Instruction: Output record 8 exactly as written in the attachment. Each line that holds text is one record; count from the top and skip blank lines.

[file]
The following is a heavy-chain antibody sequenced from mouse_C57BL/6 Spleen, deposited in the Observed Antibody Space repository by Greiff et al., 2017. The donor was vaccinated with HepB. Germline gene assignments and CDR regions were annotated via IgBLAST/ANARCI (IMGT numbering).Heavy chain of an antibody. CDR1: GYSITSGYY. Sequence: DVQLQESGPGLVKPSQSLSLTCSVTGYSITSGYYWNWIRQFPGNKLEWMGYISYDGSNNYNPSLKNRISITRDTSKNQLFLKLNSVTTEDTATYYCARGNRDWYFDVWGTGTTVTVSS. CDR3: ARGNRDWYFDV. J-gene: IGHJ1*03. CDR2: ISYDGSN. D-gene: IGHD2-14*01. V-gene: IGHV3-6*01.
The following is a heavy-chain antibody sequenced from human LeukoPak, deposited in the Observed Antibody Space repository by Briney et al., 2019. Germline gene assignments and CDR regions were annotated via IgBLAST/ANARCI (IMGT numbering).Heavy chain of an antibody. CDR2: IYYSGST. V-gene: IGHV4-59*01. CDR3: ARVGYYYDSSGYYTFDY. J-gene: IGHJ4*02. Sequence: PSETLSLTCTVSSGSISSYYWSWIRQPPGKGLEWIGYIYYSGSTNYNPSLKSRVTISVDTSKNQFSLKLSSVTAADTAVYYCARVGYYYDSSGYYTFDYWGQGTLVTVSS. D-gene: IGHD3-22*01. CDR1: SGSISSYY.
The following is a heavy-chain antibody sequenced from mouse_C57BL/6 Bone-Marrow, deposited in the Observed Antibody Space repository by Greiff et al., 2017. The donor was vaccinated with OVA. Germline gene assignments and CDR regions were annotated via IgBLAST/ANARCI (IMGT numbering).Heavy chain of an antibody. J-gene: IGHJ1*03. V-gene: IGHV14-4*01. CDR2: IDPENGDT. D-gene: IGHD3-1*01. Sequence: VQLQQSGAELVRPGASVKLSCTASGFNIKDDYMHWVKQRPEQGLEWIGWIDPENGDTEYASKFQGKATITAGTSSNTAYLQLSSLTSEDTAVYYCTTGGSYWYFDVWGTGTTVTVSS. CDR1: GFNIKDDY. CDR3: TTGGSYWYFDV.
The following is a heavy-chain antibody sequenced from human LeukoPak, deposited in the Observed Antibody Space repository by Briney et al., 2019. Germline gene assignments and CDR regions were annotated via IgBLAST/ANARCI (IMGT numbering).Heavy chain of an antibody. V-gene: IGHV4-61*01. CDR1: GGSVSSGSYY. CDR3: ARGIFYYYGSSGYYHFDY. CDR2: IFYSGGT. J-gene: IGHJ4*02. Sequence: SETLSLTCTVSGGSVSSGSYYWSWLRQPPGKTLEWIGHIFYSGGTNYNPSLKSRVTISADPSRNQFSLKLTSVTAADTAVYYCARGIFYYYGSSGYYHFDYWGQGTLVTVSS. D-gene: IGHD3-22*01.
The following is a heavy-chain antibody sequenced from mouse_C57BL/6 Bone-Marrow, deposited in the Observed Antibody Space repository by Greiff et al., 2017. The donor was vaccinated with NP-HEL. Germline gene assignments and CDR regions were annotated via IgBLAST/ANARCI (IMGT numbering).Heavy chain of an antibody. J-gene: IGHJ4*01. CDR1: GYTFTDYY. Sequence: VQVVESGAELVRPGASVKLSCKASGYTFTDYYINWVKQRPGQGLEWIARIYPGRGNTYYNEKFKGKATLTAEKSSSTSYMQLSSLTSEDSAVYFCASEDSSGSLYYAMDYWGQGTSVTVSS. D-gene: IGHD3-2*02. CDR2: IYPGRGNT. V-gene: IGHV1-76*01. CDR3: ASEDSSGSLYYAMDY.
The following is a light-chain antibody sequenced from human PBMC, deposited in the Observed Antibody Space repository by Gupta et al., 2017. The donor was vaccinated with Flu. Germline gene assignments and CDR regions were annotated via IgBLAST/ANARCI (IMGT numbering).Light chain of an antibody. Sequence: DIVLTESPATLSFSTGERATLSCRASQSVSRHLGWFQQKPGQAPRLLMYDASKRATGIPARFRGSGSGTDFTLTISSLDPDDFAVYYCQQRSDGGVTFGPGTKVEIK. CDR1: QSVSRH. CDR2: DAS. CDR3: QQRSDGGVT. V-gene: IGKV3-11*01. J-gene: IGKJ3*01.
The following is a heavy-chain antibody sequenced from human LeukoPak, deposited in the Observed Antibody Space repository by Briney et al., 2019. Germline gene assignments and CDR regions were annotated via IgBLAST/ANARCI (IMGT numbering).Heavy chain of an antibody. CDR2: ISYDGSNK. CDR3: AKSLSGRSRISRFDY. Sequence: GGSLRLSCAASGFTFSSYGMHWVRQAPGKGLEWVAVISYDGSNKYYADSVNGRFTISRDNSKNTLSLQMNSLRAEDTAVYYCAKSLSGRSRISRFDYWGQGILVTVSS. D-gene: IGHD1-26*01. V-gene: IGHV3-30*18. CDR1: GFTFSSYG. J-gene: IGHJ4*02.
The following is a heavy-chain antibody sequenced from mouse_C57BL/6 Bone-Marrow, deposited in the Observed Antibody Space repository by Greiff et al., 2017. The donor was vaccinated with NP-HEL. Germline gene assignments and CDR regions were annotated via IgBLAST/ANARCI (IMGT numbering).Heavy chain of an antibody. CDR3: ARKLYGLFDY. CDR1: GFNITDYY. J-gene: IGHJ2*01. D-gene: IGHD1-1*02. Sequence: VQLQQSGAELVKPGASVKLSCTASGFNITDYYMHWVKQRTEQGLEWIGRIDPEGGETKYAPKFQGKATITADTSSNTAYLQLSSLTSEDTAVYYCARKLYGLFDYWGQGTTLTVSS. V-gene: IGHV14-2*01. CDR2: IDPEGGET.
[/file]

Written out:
The following is a heavy-chain antibody sequenced from mouse_C57BL/6 Bone-Marrow, deposited in the Observed Antibody Space repository by Greiff et al., 2017. The donor was vaccinated with NP-HEL. Germline gene assignments and CDR regions were annotated via IgBLAST/ANARCI (IMGT numbering).Heavy chain of an antibody. CDR3: ARKLYGLFDY. CDR1: GFNITDYY. J-gene: IGHJ2*01. D-gene: IGHD1-1*02. Sequence: VQLQQSGAELVKPGASVKLSCTASGFNITDYYMHWVKQRTEQGLEWIGRIDPEGGETKYAPKFQGKATITADTSSNTAYLQLSSLTSEDTAVYYCARKLYGLFDYWGQGTTLTVSS. V-gene: IGHV14-2*01. CDR2: IDPEGGET.